Political and economic development in China during the Han dynasty laid the pattern that Chinese agriculture was to follow for more than two thousand years. This specialized, market-oriented, intensive-farming system evolved for several reasons: efforts of the dynasty to deflect the threat of a strong merchant class, demographic pressures, and the development of sophisticated cropping patterns. Furthermore, the farmer was also able to either turn inward to his own locality or expand his market when political or social conditions allowed.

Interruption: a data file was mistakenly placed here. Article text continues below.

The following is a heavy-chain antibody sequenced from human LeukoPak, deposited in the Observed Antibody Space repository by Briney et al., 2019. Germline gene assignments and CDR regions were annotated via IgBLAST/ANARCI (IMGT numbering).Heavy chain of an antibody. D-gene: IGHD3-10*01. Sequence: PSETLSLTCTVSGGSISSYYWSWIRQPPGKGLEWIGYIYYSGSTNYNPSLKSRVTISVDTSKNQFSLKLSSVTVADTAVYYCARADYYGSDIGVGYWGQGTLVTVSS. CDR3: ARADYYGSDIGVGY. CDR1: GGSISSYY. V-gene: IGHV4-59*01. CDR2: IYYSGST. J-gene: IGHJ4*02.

In this first study of the development of early China's agriculture to appear in English, Professor Hsu has drawn on a variety of sources to bring the reader a coherent picture of the way in which the agrarian economy developed. The first part of the book is his interpretation of the many sources he has used -- archeological remains, official documents of the period, and contemporary accounts. The second part comprises more than two hundred translations of the historical sources.
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